Words and phrases I never use (or imply) when I teach the Enneagram
When we explain the Enneagram to others, our choice of words or phrases can make a big difference so I am both selective and careful about the words I use. Over my multiple decades of teaching the Enneagram, here are my top three (not to use) and why.
Healthy – Unhealthy
Of course, it is important to teach that individuals of the same Enneagram type may be different in many respects based on culture, use of arrows and wings, subtype and the amount of effective self-development work they have done. It is this latter issue, the level of self-development, which some get taught to use the words healthy, unhealthy, and something in between. I’ve sometimes heard the term “moderate health” as in between, but… when people learn the types as movement along a “healthy-unhealthy” continuum, they rarely refer to people who lie in-between. In fact, what I’ve heard most is that when people use this language, it is usually a person who thinks they are “healthy” talking about someone else who is, in their view, “unhealthy.”
Is this judging attitude one we want to foster when we teach the Enneagram? I think not! So what can we use instead? Here are some choices, all of which imply some assessment, but the judgment is not as harsh.
high-functioning – moderate functioning – low-functioning
high self-mastery – moderate self-mastery – low self-mastery
high-development – moderate development – low development
What words do you use? What are the implications of your word choice for those who learn from you?
Tool (when referring to the Enneagram)
I never refer to the Enneagram using the word tool. Instead, I use words like map, path, and/or system. Why not the word tool? The origins of the word tool come from Old English based on the Old Germanic word towlo, which means to make or prepare. In Old English, it means an instrument or implement. Common tools include hammers, screwdrivers, saws, all of which are based on a mechanical paradigm.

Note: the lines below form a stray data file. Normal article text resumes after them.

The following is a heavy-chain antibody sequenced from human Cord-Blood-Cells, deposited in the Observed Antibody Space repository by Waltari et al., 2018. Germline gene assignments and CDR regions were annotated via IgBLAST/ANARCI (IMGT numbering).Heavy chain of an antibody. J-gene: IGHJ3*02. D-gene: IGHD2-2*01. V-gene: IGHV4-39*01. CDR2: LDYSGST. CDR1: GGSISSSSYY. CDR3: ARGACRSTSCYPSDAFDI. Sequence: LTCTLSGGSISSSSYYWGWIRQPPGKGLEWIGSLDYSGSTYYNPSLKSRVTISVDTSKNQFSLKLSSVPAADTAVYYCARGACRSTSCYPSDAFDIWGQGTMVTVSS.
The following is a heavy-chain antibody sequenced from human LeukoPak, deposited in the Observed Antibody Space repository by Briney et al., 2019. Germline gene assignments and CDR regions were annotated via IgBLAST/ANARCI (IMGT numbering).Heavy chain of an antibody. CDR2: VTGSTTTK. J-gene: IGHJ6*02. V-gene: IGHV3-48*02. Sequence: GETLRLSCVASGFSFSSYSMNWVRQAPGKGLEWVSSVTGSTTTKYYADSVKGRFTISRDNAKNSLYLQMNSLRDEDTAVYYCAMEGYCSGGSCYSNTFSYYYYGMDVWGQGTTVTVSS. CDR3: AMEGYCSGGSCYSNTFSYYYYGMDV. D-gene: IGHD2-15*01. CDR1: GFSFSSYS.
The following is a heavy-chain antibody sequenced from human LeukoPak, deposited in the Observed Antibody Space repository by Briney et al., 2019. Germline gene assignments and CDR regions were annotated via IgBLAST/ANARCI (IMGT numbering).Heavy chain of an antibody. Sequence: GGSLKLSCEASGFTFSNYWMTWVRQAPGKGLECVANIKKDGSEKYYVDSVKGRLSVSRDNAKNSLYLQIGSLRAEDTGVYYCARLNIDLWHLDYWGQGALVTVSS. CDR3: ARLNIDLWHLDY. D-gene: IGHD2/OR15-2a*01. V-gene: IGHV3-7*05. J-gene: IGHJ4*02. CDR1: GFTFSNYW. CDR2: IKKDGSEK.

However, the Enneagram is not an instrument nor is it mechanical. It doesn’t do something to us; we work with the Enneagram and through it. In addition, the Enneagram is anything but mechanical. It and we are not machines nor do I want to treat myself, others or the Enneagram map as an unconscious, non-human system.
Enneagram type is bad (or good)
Are the Enneagram types good, bad, are both good and bad, or something else? Here I am not referring to the types in terms of their strengths (gifts) and development areas. I am referring to type in and of itself. Good, bad, mixed or something else? If you think a type is good, you may not be teaching or encouraging the development aspects for each type. If you think a type is bad, this will come across in your communication. You may hark on development so much that people feel there is something deeply wrong about themselves and others. You may use terms like robots or robotic, flaws or flawed to describe each type. These words reflect our thinking, and our thinking gets communicated to those we teach. Absent from them is the deeper experience of being human, compassion for ourselves and others and non-judgment.
I view each type as neither good nor bad, flawed or flawless, deficient or resourced. I simply view the types as human ego structures and, since we all have one, there must be a purpose for them! Maybe it’s about how we meet the challenges in our lives and how we then grow and transform.
Ginger Lapid-Bogda PhD, author of nine Enneagram books, is a speaker, consultant, trainer, and coach. She provides certification programs and training tools for business professionals around the world who want to bring the Enneagram into organizations with high-impact business applications. TheEnneagramInBusiness.com | firstname.lastname@example.org